3) Then pay off student loan.

4) Then max out the allowable prepayments on the mortgage.

I don't believe any of this depends on the rates of interest being charged.
+2.
 

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Discussion Starter #13 (Edited)
Whilst I realize the importance of the emergency fund, being that my girlfriend as a teacher - I have a buffer, a second income steam coming into the house. Is it reckless of me to think that having the $10,000 sitting in cash doing nothing is slightly wasteful, and that it be actually working for me inside the TSFA, whilst keeping in mind this first 10K has to be drawn upon quickly should the need arise and therefore not be locked into a product that will cost me to free it up quickly should the need arise?


* in defense of the car loan - whilst as a student i drove a old second hand car that over the years became a clunker. Yet I could only buy something else with the sale price of what i could get for it. (sold for $1000). In its last year it cost me $3000 bucks to keep it going. $800 here and there etc. yet I could not afford to buy anything better - i was flat broke - and being an immigrant -with no family for any support.

I bought a four year old honda with 35,000kms on it - you cant get 0% finance on a 2nd hand car and I needed a car that would get me to anywhere in alberta - fort McMurray to lethbridge in a snow storm or where ever the work was and whatever the time of year.

Whilst I appreciate the wisdom of never getting a car loan and i might never do it again. It was a necessary evil at the time and one that within 2 years has taken me from borrowing money from my girlfriend to pay the rent to 100k a year and a rather nice house.

Without the car = no job. it was a requirement of the time. This car wasnt about looking good whilst going down the pub of an evening.

edit : i get an income from renting a room out to ease mortgage, also as stated we are double income no kids!

- I also note that some of you consider the mortgage payments and the investing to go hand in hand rather than one before the other.
 

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Your statement doesn't make sense. When you pay extra on your mortgage you are not "investing more in your house" but are just retiring debt on parts of the house that you already own.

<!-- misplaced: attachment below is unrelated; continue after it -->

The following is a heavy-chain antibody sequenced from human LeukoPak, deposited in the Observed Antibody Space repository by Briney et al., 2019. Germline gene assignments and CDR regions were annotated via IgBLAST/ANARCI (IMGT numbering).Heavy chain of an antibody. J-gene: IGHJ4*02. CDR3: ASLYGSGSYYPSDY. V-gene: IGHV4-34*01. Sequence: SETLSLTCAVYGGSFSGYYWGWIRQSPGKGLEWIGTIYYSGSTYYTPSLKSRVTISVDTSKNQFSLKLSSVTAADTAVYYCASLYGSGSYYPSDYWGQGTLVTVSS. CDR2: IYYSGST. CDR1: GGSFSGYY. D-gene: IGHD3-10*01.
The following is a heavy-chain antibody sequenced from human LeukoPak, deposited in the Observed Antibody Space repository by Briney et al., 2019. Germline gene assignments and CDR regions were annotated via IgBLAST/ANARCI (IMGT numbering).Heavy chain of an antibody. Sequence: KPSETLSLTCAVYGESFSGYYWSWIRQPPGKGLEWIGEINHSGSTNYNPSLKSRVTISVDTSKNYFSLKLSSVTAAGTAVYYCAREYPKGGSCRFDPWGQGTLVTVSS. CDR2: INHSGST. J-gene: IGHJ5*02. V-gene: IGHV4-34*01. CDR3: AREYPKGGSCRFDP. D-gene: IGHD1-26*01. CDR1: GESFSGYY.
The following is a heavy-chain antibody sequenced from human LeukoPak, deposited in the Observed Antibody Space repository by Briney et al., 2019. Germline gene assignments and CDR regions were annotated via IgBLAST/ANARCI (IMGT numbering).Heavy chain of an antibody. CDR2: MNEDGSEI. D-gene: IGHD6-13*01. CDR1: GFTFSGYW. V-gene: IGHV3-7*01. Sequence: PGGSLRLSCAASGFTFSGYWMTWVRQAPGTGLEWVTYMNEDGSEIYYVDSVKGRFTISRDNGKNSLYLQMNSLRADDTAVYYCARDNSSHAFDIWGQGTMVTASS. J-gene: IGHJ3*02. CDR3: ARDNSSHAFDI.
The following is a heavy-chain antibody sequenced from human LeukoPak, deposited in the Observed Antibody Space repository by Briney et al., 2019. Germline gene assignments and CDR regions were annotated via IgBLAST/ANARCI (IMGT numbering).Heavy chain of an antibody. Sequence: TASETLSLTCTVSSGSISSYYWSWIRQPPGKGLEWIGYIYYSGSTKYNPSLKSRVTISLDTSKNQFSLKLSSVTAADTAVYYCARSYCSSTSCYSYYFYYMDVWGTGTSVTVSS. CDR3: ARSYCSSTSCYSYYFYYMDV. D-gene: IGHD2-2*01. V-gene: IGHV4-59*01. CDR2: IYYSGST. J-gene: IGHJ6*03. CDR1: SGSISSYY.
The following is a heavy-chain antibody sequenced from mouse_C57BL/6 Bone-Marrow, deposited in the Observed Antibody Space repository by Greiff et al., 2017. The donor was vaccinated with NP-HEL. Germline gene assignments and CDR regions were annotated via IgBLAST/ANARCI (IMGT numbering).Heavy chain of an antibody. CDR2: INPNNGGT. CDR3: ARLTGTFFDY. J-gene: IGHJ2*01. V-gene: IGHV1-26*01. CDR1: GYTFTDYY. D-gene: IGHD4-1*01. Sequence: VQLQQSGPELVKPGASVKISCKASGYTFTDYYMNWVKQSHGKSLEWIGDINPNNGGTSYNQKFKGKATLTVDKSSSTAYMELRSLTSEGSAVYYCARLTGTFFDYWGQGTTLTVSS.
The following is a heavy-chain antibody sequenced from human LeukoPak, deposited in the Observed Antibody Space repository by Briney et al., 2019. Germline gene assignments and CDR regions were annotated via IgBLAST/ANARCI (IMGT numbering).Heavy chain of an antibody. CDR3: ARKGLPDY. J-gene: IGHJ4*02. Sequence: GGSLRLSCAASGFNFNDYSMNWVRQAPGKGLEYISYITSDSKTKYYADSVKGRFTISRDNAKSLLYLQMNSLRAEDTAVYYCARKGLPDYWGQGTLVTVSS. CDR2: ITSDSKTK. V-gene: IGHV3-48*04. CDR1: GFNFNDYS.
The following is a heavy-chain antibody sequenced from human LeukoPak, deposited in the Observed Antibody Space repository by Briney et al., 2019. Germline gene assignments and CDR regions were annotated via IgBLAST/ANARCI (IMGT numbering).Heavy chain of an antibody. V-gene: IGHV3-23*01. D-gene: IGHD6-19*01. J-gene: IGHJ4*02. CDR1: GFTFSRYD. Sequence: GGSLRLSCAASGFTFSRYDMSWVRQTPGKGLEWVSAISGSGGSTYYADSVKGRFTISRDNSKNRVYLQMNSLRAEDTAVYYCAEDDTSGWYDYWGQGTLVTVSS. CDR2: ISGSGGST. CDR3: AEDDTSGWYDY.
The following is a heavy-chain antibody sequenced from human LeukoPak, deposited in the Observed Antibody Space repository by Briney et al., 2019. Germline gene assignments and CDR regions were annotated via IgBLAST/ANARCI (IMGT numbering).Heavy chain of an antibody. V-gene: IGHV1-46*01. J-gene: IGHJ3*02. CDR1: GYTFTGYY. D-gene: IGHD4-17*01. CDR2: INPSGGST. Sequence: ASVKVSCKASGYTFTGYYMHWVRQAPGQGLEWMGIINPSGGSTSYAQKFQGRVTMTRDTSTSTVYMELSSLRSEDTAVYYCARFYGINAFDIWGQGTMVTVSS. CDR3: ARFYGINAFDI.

Meh, you caught my message before I had edited it to clarify what I meant.

When you pay money toward your mortgage, the very act of "debt retirement" can be viewed as a process of transferring ownership from the bank to you, subject to a portion of that money (the interest) being paid to the bank as "compensation".

Where the "risk" comes into play, from a portfolio standpoint, is in the allocation of all of one's money into the house's mortgage (versus contributing in a balanced fashion to both an RRSP and ownership of the house). In the scenario advocated by some posters, the OP may not possess any other investment assets -- other than his house -- for another decade or two, and that seems awfully non-diversified to me.


K.
 

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Where the "risk" comes into play, from a portfolio standpoint, is in the allocation of all of one's money into the house's mortgage (versus contributing in a balanced fashion to both an RRSP and ownership of the house). In the scenario advocated by some posters, the OP may not possess any other investment assets -- other than his house -- for another decade or two, and that seems awfully non-diversified to me.
K.
Dr. V - I see what you mean - by adding additional investments outside the house (and have a larger mortgage) you can diversify things a bit rather than just own the house with a smaller mortgage.

The only problem is that with a house that is (hopefully) worth more than $500k - it will take a lot of rrsp contributions before he is even close to diversified.

On the other hand - a good thing about having a larger rrsp is the extreme emergency fund factor. As was noted earlier - you need a huge emergency fund to support a $500k mortgage. If you have a significant rrsp then that can act as an emergency fund of last resort if necessary.
 

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Discussion Starter #16 (Edited)
I am thinking that Dr V and FPillars, have got down to the crux of the issue...

The student loan and the Car are short term issues which will be gone within the year.

The assumption is correct that I have no other investments other than the house.

The 10K is a starter for the emergency fund that needs the obvious degree of accessibility.

The issue comes up that i have a 30 year horizon for retirement. And need to plan accordingly. As I am at a starting point, both financially and investment knowledge.